>lifehistory of that table. (This temporallyordered sequence is not itself a
>set, because the same set may occur in the sequence at multiple noncontiguous
>periods of time.)
>
> Does each state have an associated time (perhaps a timeinterval)? If so, it
>would be both more natural and more useful to model this mathematically as a
>function from times to sets (=states). And, just as an aside, are you sure
>that a state of a table really is something as simple as a set?
>
> > (vi) I used the name "timevarying set" to refer to that temporal sequence
>of sets.
>
> It would be much simpler if you didn't, though :)
>
> > (vii) What relates the sets in each of these "timevarying sets"? If we use
>the Principle of Extension, I don't see a straightforward answer to the
>question. But if we use the Principle of Abstraction, the answer is that the
>sets in a "timevarying set" are related by having (a) the same universe of
>discourse
>
> Sets don't have universes of discourse: that notion arises in giving a
>semantics to a language (hence "discourse"). Do you mean, they are all subsets
>of a (large) set of possible values, like the domain and range of a function?
>
> > , and (b) the same "predicate" (as Stoll puts it), or "set membership
>criterion" as I would prefer to put it.
>
> Well now, that can't be correct, because if they had the same membership
>criterion then they would be the same set. You must be referring to something
>else, and it would be very helpful to know what it is. Can you give an
>example?
>
> I will make a guess, but forgive me if I get this wrong. There are
>individuals whose properties may vary with time. Let us write this using the
>convention that P(x, t) means that x has property P at time t. The (a?)
>"varying set" associated with P is the (a?) function S from times to sets such
>that for all t, S(t) is (a subset of?) {x: P(x, t)} . Is that more or less
>right?
>
> > As an aside I also note (since this topic is one I have worked on for a
>long time), that the standard (ISO 9075:2011 and/or TSQL2) theories of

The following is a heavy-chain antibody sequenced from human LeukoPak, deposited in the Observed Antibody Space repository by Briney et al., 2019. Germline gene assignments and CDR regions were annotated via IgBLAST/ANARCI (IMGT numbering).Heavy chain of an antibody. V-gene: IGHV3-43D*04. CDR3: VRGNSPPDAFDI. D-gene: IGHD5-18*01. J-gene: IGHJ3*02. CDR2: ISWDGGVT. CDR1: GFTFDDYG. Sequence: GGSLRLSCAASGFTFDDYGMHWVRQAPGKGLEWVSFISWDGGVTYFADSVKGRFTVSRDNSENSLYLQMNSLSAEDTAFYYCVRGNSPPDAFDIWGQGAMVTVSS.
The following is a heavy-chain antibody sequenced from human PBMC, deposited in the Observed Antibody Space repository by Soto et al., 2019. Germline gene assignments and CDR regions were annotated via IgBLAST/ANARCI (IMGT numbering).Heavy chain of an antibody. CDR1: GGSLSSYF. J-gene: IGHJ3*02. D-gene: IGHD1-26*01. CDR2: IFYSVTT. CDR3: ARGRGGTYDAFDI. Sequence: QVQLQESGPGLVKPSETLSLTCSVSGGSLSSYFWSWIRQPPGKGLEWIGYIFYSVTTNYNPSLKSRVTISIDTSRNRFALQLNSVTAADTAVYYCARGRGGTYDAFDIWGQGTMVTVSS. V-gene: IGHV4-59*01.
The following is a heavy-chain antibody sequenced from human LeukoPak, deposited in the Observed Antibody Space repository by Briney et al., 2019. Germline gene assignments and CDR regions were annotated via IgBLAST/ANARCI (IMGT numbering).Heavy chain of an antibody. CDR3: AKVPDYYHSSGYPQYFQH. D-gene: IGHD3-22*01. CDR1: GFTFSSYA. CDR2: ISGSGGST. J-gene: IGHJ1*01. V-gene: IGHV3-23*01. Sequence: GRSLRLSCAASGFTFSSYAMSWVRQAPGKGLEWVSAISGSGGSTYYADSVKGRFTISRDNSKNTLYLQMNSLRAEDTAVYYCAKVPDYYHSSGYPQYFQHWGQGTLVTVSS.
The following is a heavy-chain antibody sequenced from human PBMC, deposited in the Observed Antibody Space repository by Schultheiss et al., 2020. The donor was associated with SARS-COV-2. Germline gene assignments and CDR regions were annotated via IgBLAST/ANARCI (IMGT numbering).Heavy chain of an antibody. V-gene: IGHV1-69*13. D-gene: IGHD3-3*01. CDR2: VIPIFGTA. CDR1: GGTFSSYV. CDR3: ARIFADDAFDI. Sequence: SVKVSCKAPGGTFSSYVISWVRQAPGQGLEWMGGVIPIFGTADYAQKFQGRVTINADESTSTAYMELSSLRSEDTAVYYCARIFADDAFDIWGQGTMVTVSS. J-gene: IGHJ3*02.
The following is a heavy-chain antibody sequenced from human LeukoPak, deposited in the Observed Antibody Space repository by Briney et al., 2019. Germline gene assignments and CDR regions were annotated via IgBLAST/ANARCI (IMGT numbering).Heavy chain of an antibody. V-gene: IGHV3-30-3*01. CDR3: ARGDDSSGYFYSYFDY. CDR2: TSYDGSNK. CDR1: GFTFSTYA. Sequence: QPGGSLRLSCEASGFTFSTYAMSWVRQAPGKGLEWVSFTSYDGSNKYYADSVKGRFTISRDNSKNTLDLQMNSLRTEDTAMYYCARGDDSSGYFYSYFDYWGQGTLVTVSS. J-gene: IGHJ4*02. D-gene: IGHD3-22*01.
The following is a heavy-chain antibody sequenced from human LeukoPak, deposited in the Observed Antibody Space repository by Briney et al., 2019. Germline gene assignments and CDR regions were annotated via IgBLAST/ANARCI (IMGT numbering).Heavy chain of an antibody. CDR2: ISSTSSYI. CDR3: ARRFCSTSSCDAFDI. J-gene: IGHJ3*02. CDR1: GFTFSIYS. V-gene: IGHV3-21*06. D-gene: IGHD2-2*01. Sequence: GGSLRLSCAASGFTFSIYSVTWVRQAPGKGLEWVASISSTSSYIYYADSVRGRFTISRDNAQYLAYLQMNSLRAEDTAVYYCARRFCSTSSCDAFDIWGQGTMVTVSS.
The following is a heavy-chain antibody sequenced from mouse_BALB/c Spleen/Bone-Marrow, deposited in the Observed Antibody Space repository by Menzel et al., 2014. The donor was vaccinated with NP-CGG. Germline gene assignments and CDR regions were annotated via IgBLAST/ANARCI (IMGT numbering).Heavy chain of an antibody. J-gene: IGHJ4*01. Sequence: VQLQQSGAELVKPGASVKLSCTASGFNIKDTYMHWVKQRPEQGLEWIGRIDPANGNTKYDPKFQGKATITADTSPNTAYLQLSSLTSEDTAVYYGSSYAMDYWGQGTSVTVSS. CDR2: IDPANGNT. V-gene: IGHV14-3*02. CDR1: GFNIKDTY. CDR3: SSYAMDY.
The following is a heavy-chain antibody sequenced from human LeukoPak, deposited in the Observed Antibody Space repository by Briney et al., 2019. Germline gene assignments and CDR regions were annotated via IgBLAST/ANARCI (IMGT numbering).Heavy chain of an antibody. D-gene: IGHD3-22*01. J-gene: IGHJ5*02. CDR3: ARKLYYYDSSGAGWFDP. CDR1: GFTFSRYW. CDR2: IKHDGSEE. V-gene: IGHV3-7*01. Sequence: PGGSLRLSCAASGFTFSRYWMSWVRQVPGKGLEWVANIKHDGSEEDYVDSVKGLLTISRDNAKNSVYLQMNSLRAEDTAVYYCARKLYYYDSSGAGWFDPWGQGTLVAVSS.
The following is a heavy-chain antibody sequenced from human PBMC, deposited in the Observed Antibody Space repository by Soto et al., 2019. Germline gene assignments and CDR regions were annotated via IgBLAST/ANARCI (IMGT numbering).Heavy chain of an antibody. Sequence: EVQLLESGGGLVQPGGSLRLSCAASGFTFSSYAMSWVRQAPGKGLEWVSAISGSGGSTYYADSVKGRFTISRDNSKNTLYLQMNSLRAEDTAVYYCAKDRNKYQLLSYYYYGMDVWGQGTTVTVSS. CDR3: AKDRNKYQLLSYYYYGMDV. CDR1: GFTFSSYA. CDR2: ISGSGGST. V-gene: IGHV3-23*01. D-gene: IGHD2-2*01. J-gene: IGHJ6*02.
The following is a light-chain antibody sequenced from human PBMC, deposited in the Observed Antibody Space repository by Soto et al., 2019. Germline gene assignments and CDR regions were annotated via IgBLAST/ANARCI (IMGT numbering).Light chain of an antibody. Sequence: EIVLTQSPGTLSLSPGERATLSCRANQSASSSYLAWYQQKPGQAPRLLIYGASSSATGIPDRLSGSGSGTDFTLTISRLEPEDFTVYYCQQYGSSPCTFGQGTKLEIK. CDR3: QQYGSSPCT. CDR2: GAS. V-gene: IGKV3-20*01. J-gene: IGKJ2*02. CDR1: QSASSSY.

>bitemporal data include the notion that there are two "timevarying sets" (in
>this sense) corresponding to each table, one tracking the temporallyordered
>change of state of the objects represented by rows in each table, and the
>other tracking the temporallyordered change of state of each table itself.
>
> That sounds like the distinction between vlaid and transaction time(?). To
>properly model this requires having a more nuanced model of time.
>
>
> Pat
>
> > With this interpretation of the phrase "timevarying set", and with
>relational database tables being the original topic under discussion, my
>original point can be rephrased like this: a relational table is a
>"timevarying set" (i.e. a temporal sequence) of table states, each state
>being a specific collection of rows. By the Principle of Abstraction, what
>each of those states has in common is that they are defined on the same
>universe of discourse (a Cartesian Product of sets) and use the same set
>membership criterion.
> >
> > And I once again apologize for using a term which originally seemed
>innocuous enough, but which I now realize is more naturally understood the way
>Pat understood it – as an oxymoron. I will henceforth try to use some such
>term as "temporal sequence of table states (sets)".
>
> >
> >
>
> 
> IHMC (850)434 8903 home
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> phayes@xxxxxxx http://www.ihmc.us/users/phayes
>
>
>
>
>
>
>
> (035)

IHMC (850)434 8903 home
40 South Alcaniz St. (850)202 4416 office
Pensacola (850)202 4440 fax
FL 32502 (850)291 0667 mobile (preferred)
phayes@xxxxxxx http://www.ihmc.us/users/phayes (036)